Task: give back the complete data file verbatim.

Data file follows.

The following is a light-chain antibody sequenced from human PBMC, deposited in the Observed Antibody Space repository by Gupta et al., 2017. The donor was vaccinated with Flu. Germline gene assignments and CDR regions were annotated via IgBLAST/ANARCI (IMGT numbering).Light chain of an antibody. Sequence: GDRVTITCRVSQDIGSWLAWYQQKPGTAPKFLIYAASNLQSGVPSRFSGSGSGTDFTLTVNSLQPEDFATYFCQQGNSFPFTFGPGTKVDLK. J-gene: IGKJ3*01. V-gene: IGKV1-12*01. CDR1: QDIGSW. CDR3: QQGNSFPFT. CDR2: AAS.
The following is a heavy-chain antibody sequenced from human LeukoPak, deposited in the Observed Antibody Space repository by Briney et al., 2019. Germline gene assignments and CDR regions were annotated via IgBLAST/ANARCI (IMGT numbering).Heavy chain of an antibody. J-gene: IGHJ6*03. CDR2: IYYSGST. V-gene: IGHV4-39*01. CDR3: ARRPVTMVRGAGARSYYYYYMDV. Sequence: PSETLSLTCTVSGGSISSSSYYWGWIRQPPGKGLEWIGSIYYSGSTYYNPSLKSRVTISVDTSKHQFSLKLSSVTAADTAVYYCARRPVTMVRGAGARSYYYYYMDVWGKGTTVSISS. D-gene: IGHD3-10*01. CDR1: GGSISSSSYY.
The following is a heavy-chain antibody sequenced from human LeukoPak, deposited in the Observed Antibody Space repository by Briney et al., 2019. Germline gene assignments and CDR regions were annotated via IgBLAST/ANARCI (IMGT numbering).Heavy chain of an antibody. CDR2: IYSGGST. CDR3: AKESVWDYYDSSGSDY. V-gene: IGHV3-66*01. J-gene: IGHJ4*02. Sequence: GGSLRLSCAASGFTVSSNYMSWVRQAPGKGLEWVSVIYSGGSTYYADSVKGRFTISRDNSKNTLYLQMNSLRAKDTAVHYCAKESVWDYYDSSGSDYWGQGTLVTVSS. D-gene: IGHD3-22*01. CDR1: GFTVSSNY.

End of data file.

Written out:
The following is a light-chain antibody sequenced from human PBMC, deposited in the Observed Antibody Space repository by Gupta et al., 2017. The donor was vaccinated with Flu. Germline gene assignments and CDR regions were annotated via IgBLAST/ANARCI (IMGT numbering).Light chain of an antibody. Sequence: GDRVTITCRVSQDIGSWLAWYQQKPGTAPKFLIYAASNLQSGVPSRFSGSGSGTDFTLTVNSLQPEDFATYFCQQGNSFPFTFGPGTKVDLK. J-gene: IGKJ3*01. V-gene: IGKV1-12*01. CDR1: QDIGSW. CDR3: QQGNSFPFT. CDR2: AAS.
The following is a heavy-chain antibody sequenced from human LeukoPak, deposited in the Observed Antibody Space repository by Briney et al., 2019. Germline gene assignments and CDR regions were annotated via IgBLAST/ANARCI (IMGT numbering).Heavy chain of an antibody. J-gene: IGHJ6*03. CDR2: IYYSGST. V-gene: IGHV4-39*01. CDR3: ARRPVTMVRGAGARSYYYYYMDV. Sequence: PSETLSLTCTVSGGSISSSSYYWGWIRQPPGKGLEWIGSIYYSGSTYYNPSLKSRVTISVDTSKHQFSLKLSSVTAADTAVYYCARRPVTMVRGAGARSYYYYYMDVWGKGTTVSISS. D-gene: IGHD3-10*01. CDR1: GGSISSSSYY.
The following is a heavy-chain antibody sequenced from human LeukoPak, deposited in the Observed Antibody Space repository by Briney et al., 2019. Germline gene assignments and CDR regions were annotated via IgBLAST/ANARCI (IMGT numbering).Heavy chain of an antibody. CDR2: IYSGGST. CDR3: AKESVWDYYDSSGSDY. V-gene: IGHV3-66*01. J-gene: IGHJ4*02. Sequence: GGSLRLSCAASGFTVSSNYMSWVRQAPGKGLEWVSVIYSGGSTYYADSVKGRFTISRDNSKNTLYLQMNSLRAKDTAVHYCAKESVWDYYDSSGSDYWGQGTLVTVSS. D-gene: IGHD3-22*01. CDR1: GFTVSSNY.